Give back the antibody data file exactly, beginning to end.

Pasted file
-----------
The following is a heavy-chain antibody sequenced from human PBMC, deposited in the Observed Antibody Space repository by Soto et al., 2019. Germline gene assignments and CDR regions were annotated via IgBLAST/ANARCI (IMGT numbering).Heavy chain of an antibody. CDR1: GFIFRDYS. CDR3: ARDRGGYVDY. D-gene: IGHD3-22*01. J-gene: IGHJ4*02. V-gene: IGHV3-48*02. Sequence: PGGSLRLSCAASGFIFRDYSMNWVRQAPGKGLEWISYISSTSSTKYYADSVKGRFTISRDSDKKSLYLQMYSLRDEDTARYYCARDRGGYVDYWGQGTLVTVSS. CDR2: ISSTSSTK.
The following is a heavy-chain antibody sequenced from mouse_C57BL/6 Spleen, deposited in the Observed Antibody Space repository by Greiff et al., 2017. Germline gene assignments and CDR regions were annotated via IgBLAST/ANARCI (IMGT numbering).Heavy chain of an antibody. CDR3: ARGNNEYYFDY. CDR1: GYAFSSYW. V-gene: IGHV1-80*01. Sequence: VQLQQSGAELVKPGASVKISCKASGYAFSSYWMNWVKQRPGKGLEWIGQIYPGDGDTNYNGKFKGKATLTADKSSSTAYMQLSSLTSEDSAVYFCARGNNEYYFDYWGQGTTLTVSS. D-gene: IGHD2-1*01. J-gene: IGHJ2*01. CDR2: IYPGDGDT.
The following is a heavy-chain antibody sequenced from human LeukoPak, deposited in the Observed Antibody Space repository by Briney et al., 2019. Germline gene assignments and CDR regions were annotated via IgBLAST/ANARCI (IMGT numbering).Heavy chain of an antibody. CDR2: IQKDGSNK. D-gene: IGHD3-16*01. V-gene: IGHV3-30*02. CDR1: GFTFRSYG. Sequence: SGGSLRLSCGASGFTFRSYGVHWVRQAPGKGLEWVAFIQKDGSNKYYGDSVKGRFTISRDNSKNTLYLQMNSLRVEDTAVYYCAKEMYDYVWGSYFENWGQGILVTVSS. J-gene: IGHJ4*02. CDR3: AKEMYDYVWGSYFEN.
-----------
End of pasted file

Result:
The following is a heavy-chain antibody sequenced from human PBMC, deposited in the Observed Antibody Space repository by Soto et al., 2019. Germline gene assignments and CDR regions were annotated via IgBLAST/ANARCI (IMGT numbering).Heavy chain of an antibody. CDR1: GFIFRDYS. CDR3: ARDRGGYVDY. D-gene: IGHD3-22*01. J-gene: IGHJ4*02. V-gene: IGHV3-48*02. Sequence: PGGSLRLSCAASGFIFRDYSMNWVRQAPGKGLEWISYISSTSSTKYYADSVKGRFTISRDSDKKSLYLQMYSLRDEDTARYYCARDRGGYVDYWGQGTLVTVSS. CDR2: ISSTSSTK.
The following is a heavy-chain antibody sequenced from mouse_C57BL/6 Spleen, deposited in the Observed Antibody Space repository by Greiff et al., 2017. Germline gene assignments and CDR regions were annotated via IgBLAST/ANARCI (IMGT numbering).Heavy chain of an antibody. CDR3: ARGNNEYYFDY. CDR1: GYAFSSYW. V-gene: IGHV1-80*01. Sequence: VQLQQSGAELVKPGASVKISCKASGYAFSSYWMNWVKQRPGKGLEWIGQIYPGDGDTNYNGKFKGKATLTADKSSSTAYMQLSSLTSEDSAVYFCARGNNEYYFDYWGQGTTLTVSS. D-gene: IGHD2-1*01. J-gene: IGHJ2*01. CDR2: IYPGDGDT.
The following is a heavy-chain antibody sequenced from human LeukoPak, deposited in the Observed Antibody Space repository by Briney et al., 2019. Germline gene assignments and CDR regions were annotated via IgBLAST/ANARCI (IMGT numbering).Heavy chain of an antibody. CDR2: IQKDGSNK. D-gene: IGHD3-16*01. V-gene: IGHV3-30*02. CDR1: GFTFRSYG. Sequence: SGGSLRLSCGASGFTFRSYGVHWVRQAPGKGLEWVAFIQKDGSNKYYGDSVKGRFTISRDNSKNTLYLQMNSLRVEDTAVYYCAKEMYDYVWGSYFENWGQGILVTVSS. J-gene: IGHJ4*02. CDR3: AKEMYDYVWGSYFEN.